A Very Punchable Face by Colin Jost



            “Oh…huh…”

            “And I can’t give you the vaccine for hep C because there’s not enough time for it to take effect.”

            “Oh…okay…”

            “So…I really hope you don’t get hep C.”

            “Yeah…well…me too…”

            “Oh, and your vitamin D is a little low, but that should be fine. Anyway, byeee! Don’t die!”

            We then had to pass a “flexibility” test on the morning of WrestleMania. So we met with the in-house WWE doctor, who, naturally, was ripped. (Every single employee at WWE—from the stagehands to the lawyer who presented my contract—was ripped. There was a wrestler back in the day named I.R.S., and I’m now convinced he was just their actual accountant.)

            The flexibility test involved looking to the left, then looking to the right, then attempting to touch my toes. “Any pain?” the doctor asked.

            “No…”

            “Okay, then you’re good to wrestle. Don’t die.”

            “Don’t die” became my mantra.

                         We were then sent over to a practice ring where a lot of the wrestlers were warming up. There, we were taught basic moves like “how to climb into the ring,” “how to get thrown out of the ring,” and “how to tuck your head to avoid a major spinal injury.” Beyond that, we had very little idea about what might happen in the match. The WWE is remarkably similar to SNL in that everything is constantly changing up until the moment you’re in front of a live audience.

            It’s also similar to SNL in that everyone you meet—from the wrestlers to the crew to the producers—is a total pro. Everyone was extremely knowledgeable and happy to give advice, which we desperately needed. They also encouraged us to enjoy it—as much as you can ever enjoy getting the crap beaten out of you on live TV.

            And Braun Strowman, who pummeled us within an inch of our lives, was super cool afterward. My dad went up to him to say hi, and he broke my dad’s arm in six places. My brother asked for an autograph and he ripped his ear off, signed it “I hear you, bro,” and threw it in the trash. Then my mom yelled, “Why are you doing this?” and he said, “Because you needed to see a real man for once in your miserable life.”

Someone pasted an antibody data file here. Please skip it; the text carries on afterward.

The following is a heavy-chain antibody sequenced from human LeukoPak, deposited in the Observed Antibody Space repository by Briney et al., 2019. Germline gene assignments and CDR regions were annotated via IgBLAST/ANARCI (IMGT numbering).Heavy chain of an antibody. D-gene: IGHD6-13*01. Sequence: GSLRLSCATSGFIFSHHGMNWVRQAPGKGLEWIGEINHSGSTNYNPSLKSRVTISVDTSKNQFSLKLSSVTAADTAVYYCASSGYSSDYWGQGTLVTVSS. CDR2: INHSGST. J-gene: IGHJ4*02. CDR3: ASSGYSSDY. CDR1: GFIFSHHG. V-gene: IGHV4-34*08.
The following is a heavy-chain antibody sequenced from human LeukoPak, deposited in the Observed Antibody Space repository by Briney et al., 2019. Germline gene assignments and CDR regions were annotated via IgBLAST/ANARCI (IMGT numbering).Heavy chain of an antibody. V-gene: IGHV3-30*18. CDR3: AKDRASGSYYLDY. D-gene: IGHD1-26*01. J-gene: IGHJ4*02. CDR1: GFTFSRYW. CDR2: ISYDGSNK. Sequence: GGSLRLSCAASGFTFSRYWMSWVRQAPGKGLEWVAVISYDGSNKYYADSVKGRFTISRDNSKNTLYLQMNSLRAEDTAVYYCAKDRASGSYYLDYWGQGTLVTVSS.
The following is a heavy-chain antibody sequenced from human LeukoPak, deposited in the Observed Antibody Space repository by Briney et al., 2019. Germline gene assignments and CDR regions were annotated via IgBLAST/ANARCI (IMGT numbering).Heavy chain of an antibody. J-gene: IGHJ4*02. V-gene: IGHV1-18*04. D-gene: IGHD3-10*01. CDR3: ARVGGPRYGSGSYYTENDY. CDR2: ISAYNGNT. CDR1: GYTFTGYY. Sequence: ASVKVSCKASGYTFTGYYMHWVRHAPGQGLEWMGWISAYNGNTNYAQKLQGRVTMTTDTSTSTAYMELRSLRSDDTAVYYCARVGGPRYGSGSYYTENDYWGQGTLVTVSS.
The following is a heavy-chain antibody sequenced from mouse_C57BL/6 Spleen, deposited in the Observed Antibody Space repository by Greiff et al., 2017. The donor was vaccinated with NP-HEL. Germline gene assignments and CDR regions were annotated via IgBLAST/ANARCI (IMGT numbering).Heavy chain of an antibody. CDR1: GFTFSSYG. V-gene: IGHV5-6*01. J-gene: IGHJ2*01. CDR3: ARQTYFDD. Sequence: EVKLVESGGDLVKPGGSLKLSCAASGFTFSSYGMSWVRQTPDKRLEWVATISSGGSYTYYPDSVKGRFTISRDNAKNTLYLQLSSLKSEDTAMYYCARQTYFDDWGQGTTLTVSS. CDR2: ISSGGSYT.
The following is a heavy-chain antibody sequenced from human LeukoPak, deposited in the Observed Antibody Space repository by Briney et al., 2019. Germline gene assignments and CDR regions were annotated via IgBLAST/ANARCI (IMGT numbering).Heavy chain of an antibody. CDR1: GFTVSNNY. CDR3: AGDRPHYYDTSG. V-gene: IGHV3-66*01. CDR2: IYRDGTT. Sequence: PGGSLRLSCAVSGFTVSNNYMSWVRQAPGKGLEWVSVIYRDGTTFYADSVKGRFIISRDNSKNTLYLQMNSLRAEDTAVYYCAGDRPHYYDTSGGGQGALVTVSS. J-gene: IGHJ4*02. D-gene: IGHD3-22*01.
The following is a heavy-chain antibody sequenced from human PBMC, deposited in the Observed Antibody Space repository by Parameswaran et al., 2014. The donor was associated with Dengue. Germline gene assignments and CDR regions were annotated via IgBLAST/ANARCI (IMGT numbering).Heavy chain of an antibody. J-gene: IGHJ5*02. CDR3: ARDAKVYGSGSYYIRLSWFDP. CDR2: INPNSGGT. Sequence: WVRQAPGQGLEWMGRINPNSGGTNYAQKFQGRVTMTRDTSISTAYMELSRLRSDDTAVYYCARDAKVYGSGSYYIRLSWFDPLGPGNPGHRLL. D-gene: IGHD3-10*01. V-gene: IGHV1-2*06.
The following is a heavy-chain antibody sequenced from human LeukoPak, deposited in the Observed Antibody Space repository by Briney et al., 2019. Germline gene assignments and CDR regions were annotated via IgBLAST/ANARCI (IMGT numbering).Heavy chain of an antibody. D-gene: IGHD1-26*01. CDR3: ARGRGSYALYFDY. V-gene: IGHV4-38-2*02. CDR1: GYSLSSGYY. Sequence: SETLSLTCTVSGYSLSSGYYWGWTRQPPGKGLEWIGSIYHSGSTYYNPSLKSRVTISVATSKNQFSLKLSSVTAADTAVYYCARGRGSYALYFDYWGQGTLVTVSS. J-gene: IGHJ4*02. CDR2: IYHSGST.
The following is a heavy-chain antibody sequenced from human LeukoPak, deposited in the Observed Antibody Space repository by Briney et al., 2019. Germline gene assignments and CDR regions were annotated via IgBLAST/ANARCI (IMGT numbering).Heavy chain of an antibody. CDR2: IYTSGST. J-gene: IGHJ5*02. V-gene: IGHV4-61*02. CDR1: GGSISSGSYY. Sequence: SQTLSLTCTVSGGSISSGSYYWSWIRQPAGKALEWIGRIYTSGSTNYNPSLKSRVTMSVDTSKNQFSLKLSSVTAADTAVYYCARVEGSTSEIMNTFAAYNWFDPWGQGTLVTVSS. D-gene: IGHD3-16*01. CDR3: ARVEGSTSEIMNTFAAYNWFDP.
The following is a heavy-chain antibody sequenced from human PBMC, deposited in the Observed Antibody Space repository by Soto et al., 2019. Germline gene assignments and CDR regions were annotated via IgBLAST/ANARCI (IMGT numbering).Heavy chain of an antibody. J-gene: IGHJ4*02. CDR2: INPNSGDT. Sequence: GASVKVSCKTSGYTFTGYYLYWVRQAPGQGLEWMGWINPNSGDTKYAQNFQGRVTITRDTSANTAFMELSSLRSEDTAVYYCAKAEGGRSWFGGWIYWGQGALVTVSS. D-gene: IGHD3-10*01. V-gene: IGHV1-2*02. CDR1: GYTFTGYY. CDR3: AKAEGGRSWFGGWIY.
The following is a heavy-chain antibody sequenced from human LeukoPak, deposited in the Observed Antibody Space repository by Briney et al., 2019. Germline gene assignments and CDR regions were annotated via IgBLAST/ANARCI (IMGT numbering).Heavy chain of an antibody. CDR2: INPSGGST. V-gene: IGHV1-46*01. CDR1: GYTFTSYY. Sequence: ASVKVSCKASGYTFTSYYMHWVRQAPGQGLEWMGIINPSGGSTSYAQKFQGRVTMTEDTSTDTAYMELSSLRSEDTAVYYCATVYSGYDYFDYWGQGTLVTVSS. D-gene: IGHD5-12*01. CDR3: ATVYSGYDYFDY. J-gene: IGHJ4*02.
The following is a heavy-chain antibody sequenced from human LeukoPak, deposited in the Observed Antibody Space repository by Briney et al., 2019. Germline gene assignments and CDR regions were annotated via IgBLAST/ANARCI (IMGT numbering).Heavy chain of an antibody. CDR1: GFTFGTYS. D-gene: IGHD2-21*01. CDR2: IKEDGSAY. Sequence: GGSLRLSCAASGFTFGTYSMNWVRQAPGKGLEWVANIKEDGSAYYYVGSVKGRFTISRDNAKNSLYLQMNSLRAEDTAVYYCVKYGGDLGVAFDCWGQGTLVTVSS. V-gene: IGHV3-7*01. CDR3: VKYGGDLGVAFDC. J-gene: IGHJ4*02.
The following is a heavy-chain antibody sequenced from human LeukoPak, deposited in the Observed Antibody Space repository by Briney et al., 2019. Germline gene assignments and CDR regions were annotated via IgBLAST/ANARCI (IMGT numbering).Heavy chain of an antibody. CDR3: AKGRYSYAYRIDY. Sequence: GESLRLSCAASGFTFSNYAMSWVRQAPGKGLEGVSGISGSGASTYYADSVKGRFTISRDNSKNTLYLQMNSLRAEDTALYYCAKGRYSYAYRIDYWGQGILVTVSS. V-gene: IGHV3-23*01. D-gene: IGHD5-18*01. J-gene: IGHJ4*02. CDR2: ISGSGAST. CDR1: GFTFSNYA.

Such a fun, nice dude behind the scenes.

            I had my entire family and all of my friends from high school come to WrestleMania. I’d been on SNL for thirteen years and this was the first time my friends were excited about anything I’d done. It felt like a bachelor party, except I wasn’t engaged yet.

            Every wrestler we talked to—from Triple H to Titus to surprise guest-star John Cena—told us there was no feeling in the world like walking out to a stadium full of fans who either loved you or hated you. (There was no in-between.) You could tell they were almost jealous that we were about to experience it for the first time.

                         Our entrance and our walk to the ring seemed to last for fifteen minutes.*3 Once we were in the ring, time suddenly disappeared. One minute we were hiding under the mat (which was terrifying, by the way—from underneath you realize it’s just a bunch of wooden planks with 350-pound giants slamming into them at the speed of gravity), the next minute I saw Che getting tossed over the rope.

            Then I saw a glimmer of hope: Braun Strowman’s leg was stuck in the ropes. I ran at him in a daze, grabbed his leg, and tried to throw him over the top rope. For a very brief moment, I felt like a professional wrestler.